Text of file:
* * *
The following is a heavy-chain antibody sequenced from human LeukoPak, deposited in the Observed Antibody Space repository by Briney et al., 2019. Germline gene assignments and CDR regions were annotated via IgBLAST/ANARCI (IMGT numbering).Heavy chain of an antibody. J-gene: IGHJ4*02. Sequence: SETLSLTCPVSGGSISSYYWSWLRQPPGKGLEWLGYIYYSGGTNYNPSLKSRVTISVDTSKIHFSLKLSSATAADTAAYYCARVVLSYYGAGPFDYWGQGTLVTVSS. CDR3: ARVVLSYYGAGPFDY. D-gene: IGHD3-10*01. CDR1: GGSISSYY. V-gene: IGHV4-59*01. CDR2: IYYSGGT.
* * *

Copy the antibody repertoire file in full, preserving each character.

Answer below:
The following is a heavy-chain antibody sequenced from human LeukoPak, deposited in the Observed Antibody Space repository by Briney et al., 2019. Germline gene assignments and CDR regions were annotated via IgBLAST/ANARCI (IMGT numbering).Heavy chain of an antibody. J-gene: IGHJ4*02. Sequence: SETLSLTCPVSGGSISSYYWSWLRQPPGKGLEWLGYIYYSGGTNYNPSLKSRVTISVDTSKIHFSLKLSSATAADTAAYYCARVVLSYYGAGPFDYWGQGTLVTVSS. CDR3: ARVVLSYYGAGPFDY. D-gene: IGHD3-10*01. CDR1: GGSISSYY. V-gene: IGHV4-59*01. CDR2: IYYSGGT.